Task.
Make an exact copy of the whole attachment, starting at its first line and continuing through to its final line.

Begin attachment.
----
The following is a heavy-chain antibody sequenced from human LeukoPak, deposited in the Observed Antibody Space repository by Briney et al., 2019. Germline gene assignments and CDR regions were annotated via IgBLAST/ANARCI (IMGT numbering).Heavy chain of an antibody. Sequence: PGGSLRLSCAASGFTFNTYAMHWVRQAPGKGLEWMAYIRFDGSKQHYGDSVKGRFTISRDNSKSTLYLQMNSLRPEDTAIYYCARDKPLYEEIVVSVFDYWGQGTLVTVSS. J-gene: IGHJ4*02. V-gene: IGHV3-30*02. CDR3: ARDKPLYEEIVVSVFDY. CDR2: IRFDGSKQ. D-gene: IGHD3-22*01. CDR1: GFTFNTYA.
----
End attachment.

The following is a heavy-chain antibody sequenced from human LeukoPak, deposited in the Observed Antibody Space repository by Briney et al., 2019. Germline gene assignments and CDR regions were annotated via IgBLAST/ANARCI (IMGT numbering).Heavy chain of an antibody. Sequence: PGGSLRLSCAASGFTFNTYAMHWVRQAPGKGLEWMAYIRFDGSKQHYGDSVKGRFTISRDNSKSTLYLQMNSLRPEDTAIYYCARDKPLYEEIVVSVFDYWGQGTLVTVSS. J-gene: IGHJ4*02. V-gene: IGHV3-30*02. CDR3: ARDKPLYEEIVVSVFDY. CDR2: IRFDGSKQ. D-gene: IGHD3-22*01. CDR1: GFTFNTYA.